At OnRue Technology Solutions , we were developing DataWheels, an IoT solution targetting personal and public transport. First key decision we (or rather Myself as an Architect, Product Manager and CTO) need to decide was the IoT platform to use. While there were lot of options available in market , we short listed following platforms
- Google Cloud Platform
I also had a look at Artik, Samsung etc. They did not appear to be a correct fit for our solution. This post will mention what parameters and thought process by which we chose the Platform for our solution. This study was done in second week of August 2016. So by the time you read this, there could be some changes in terms of capabilities of these platforms.
Once DataWheels has been launched, we will provide more info about our use cases. But the post can be starting point for things to consider. Based on your use cases, you might be required to look at few more aspects.
- Maturity of the Architecture: At an over all solution level, we needed a platform which can provide easy to develop and implement solutions right from regular REST service, deep analytical capabilities, messaging queues and IoT specific features. In this context, Google lagged behind AWS and Azure. While google is excellent in terms of hosting generic applications and analytics, we need to do lot of plumbing in order to stitch everything to-gather to suit our needs. Following reference Architecture diagrams were taken from respective sites. While we could improve upon each of them, a better starting point meant less effort for us. Google Reference Architecture (Ref:https://cloud.google.com/solutions/iot-overview#telemetry) AWS Reference Architecture (Ref:https://aws.amazon.com/iot/how-it-works/) Azure IoT Architecture(Ref:https://azure.microsoft.com/en-in/documentation/articles/iot-suite-what-is-azure-iot/) Azure also gives a provision where the gateway can be your own data centre as well. Though it is not a diffrentiating factor, it kind of tells about their maturity. Only Azure and Google gave streams or pipelines which will help in easy integration. In Google, the only recommended way of connecting was pub/sub while in Azure and AWS, it is not so restrictive and provided better options. Looking at over all, Azure emerged as a winner in this section with AWS falling shortly behind. Though not required for us, I noticed that only Azure and AWS provided cloud to device messaging as well.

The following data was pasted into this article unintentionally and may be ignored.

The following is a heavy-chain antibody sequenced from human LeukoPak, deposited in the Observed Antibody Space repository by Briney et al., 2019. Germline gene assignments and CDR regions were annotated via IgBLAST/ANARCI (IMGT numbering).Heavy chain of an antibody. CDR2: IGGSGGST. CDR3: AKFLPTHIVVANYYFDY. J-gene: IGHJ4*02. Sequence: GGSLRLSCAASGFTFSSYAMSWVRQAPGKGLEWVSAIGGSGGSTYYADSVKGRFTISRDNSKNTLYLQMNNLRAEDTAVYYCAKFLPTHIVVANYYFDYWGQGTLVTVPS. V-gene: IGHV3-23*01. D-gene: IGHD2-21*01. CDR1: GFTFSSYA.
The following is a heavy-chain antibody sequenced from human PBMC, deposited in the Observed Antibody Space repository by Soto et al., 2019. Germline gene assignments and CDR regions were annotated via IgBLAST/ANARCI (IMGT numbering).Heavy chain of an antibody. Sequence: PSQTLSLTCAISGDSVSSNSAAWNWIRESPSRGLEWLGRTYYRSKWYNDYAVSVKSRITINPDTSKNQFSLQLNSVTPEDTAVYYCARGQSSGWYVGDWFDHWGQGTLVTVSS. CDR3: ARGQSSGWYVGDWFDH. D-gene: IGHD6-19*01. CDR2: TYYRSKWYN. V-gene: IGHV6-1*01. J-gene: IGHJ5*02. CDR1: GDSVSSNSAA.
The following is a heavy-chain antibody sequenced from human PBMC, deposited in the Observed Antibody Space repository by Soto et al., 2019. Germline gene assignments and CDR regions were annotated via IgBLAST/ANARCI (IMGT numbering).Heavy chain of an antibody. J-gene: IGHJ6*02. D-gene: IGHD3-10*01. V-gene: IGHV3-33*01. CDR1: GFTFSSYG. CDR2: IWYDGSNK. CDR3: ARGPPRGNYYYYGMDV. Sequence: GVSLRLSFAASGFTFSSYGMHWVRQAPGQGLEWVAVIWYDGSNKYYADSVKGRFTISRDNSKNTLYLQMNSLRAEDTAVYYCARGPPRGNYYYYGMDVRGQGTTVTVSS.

- Off the shelf features/capabilities available : Since our solution will be used by end consumers, they should have the ability to activate or deactivate their devices. Solution should also enable device level authentication and security. The non availability of pipeline made in AWS meant that storing of incoming data meant more development effort. Given that, Azure emerged as a winner and AWS closely following it. Lack of out of the box authentication and device identity in Google kind of surprised (as well as disappointed us). With that the chances of going for Google decreased significantly.